Rep. Gary Odom, D-Nashville, says he is looking forward to the recommendations that come out of the hearings on possible reforms to conservatorship law, which begin next week and are sponsored by the Tennessee Bar Association. Probate Judge David “Randy” Kennedy, whose court handles conservatorship cases in Davidson County, told the Tennesseean that he was “delighted” the bar association was holding the hearings. William Barrick, a Carthage attorney who handles cases involving persons with mental or intellectual disabilities, is on the panel that will be conducting the hearings. He said he personally would like to see some major changes, especially in the medical standards being used to determine if a person should be declared incompetent. Other areas that need to be improved, Barrick said, are training for those appointed as conservators, bringing uniformity to the way the existing law is applied, and making it less difficult to transfer a case from one county to another. The Tennessean has more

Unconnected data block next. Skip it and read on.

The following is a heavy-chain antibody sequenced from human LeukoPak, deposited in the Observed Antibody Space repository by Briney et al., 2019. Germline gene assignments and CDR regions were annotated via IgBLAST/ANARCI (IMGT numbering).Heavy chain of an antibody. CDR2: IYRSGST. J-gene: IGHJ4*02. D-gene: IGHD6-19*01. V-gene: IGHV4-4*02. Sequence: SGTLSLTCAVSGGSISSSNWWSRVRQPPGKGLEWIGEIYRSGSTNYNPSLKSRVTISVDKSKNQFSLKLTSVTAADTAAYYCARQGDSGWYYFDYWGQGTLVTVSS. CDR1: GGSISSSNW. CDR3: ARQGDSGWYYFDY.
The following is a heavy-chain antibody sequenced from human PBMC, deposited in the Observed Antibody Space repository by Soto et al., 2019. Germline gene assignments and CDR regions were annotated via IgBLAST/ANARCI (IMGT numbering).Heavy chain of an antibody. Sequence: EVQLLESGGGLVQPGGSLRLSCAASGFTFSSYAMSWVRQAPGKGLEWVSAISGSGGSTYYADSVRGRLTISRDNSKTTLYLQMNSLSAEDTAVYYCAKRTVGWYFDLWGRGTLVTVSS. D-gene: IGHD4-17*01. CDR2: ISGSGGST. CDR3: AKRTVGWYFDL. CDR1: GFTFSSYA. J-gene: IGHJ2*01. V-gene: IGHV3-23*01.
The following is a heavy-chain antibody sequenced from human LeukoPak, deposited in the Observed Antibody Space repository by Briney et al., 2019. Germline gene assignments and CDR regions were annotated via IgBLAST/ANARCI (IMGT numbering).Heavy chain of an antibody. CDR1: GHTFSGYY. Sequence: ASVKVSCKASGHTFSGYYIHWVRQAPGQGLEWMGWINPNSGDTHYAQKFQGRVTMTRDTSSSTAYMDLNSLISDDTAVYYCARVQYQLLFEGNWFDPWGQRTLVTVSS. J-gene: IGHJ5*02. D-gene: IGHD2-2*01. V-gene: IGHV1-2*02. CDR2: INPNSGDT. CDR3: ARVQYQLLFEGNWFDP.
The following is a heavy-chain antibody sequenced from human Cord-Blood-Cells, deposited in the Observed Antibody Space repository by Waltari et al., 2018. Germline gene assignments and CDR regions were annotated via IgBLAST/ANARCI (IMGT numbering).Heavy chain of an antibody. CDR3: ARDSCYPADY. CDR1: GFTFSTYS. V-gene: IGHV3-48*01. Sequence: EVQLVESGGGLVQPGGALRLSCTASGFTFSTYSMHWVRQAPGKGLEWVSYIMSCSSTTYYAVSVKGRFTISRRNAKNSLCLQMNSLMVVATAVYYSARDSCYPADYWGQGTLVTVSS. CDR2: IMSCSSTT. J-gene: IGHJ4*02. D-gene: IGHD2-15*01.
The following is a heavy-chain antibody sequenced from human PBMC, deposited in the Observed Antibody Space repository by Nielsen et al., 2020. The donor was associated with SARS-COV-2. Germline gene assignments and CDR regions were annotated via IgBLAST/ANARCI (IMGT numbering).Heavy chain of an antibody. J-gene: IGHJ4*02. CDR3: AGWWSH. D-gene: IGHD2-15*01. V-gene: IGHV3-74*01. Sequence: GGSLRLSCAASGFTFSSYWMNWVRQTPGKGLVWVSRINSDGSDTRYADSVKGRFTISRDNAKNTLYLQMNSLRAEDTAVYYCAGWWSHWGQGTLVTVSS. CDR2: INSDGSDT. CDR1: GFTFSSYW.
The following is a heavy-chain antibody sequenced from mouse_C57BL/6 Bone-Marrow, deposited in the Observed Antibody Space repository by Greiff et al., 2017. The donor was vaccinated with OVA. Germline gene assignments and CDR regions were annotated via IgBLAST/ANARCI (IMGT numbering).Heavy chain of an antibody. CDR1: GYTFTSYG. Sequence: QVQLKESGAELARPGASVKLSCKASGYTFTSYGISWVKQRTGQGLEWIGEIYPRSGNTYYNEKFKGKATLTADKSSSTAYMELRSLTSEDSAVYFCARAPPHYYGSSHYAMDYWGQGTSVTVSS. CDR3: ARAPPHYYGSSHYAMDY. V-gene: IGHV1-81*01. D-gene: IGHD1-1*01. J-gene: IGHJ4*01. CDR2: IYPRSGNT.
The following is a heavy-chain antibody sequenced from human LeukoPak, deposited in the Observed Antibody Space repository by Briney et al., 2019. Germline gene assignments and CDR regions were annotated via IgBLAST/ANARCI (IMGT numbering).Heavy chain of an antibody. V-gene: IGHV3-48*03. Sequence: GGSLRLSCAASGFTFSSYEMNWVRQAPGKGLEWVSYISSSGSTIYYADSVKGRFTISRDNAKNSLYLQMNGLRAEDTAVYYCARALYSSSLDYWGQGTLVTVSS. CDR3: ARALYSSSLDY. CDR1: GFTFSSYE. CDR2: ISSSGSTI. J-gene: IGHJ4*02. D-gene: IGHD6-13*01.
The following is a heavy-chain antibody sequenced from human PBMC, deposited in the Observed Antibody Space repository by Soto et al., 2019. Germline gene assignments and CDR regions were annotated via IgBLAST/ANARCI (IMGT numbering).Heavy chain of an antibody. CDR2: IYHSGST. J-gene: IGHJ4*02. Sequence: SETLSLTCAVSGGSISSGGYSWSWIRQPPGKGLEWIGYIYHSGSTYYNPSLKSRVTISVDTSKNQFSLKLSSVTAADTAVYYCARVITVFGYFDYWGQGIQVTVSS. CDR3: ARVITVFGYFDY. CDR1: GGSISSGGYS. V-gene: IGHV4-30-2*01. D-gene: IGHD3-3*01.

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Hearings Set to Discuss Conservatorship Law

A series of hearings across the state will give lawyers, community leaders and citizens an opportunity to discuss what works with the present conservatorship law, and how practice and procedure in conservatorships could be improved. The series begins on Sept. 20 at the Tennessee Bar Center in Nashville, with a 1 to 5 p.m. hearing. Other events are scheduled in Memphis Oct. 23,  and East Tennessee locations Nov. 13-14. Hearings are being conducted by the TBA Special Committee on Conservatorship Practice and Procedure under the leadership of chair and Jackson lawyer Pam Wright. The committee welcomes written comments and brief testimony on the merits of the present conservatorship law found at TCA Title 34, Chapters 1 and 3, as well as suggestions for modifications that could improve its fairness, respect for rights, administration and procedure. Learn more about the hearings